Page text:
Hundreds of GW volunteers worked behind the scenes in addition to walking at the 15th annual Help the Homeless Walk Saturday, making GW the only District-area “partner” in the walk. Organized by the Office of Community Service, the University provided students to register walkers and participate in the event.
About 400 GW students walked along a set path Saturday morning from the National Mall to Union Station, up to Capitol Hill and then back to Independence Avenue, where they started.
“We’re a large supporter of all community service opportunities in D.C.,” said junior Anthony Heisler, who works in the Office of Community Service.
GW became a promotional partner of the Help the Homeless organization two years ago, making a greater commitment to raising funds by sending more students to volunteer organizing and running the event, organizers said.
The event drew tens of thousands of walkers from around the D.C. area, in addition to GW’s 400, and raised millions of dollars for homeless organizations.
“We just came out to help an organization because it is a good cause,” sophomore Brant Irby said.
Music blared in the background as volunteers cheered on walkers wearing bright yellow T-shirts.
“I am pretty pleased with GW students’ interest,” said Nikki Finch, Office of Community Service assistant program coordinator. “It’s nice to get almost 400 people, which is a pretty significant number for a volunteer event.”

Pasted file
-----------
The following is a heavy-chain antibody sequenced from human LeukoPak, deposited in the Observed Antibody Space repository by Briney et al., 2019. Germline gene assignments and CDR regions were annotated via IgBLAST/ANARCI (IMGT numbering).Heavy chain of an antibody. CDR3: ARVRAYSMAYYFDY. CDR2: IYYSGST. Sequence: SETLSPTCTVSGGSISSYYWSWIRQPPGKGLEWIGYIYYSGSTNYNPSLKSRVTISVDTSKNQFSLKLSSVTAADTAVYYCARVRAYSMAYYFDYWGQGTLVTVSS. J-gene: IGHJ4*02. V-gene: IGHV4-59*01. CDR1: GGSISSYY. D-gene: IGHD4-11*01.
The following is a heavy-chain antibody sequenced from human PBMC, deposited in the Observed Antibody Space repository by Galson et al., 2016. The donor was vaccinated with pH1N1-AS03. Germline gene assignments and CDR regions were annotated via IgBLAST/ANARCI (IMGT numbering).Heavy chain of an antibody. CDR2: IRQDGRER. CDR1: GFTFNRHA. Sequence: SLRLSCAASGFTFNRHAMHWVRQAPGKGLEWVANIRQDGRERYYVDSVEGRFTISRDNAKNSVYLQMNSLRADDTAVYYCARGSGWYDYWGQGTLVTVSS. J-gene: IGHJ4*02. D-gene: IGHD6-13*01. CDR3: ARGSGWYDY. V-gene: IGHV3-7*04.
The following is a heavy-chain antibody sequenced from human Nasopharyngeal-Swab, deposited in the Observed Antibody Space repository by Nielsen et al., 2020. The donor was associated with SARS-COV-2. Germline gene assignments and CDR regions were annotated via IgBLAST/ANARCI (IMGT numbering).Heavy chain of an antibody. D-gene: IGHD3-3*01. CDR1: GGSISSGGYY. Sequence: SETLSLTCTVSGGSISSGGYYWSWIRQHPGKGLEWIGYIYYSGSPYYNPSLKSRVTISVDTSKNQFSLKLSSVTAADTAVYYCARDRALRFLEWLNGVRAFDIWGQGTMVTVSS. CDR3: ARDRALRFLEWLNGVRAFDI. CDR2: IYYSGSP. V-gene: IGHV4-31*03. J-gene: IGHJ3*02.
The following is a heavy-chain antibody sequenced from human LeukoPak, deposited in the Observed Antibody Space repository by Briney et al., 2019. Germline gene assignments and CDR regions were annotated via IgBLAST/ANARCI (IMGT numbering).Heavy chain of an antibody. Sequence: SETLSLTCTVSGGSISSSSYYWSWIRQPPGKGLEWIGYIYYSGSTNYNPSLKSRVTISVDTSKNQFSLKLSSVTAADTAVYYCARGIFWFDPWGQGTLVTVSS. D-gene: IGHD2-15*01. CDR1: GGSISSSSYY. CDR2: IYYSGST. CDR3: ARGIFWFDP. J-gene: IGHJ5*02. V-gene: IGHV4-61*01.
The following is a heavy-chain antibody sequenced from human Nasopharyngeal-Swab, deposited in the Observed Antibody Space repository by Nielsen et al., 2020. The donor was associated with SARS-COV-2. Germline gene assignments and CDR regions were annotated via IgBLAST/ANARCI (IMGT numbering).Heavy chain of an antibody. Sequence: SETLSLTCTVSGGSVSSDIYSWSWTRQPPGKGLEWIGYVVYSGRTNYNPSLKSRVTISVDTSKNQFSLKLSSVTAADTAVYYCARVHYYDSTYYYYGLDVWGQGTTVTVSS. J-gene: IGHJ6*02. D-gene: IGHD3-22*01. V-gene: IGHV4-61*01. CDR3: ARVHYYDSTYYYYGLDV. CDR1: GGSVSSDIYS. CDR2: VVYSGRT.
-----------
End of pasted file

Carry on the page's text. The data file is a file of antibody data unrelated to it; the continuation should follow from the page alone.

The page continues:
Two years ago, about 300 students participated in the event.
Several GW organizations took part in the walk, including the Phi Sigma Pi fraternity, Jumpstart and the Word Up Bible Study group. Masters in Public Administration students and Masters in Public Health students also joined in the walk to fight homelessness.
Some students said they participated because of their awareness of homelessness in the area and desire to help out those less fortunate than themselves.
“I’ve always been interested in helping programs that help the homeless,” sophomore Gelena Braslavsky said.
Some participants ran the 5K while others walked with small children or in large groups.
Adults donated $25 to walk and those under age 25 contributed $15.
In addition to the walk on the Mall, the Help the Homeless Campaign normally holds four waks in communities outside the city. This year, however, all four were cancelled in reaction to the sniper shootings last month.
This article appeared in the November 25, 2002 issue of the Hatchet.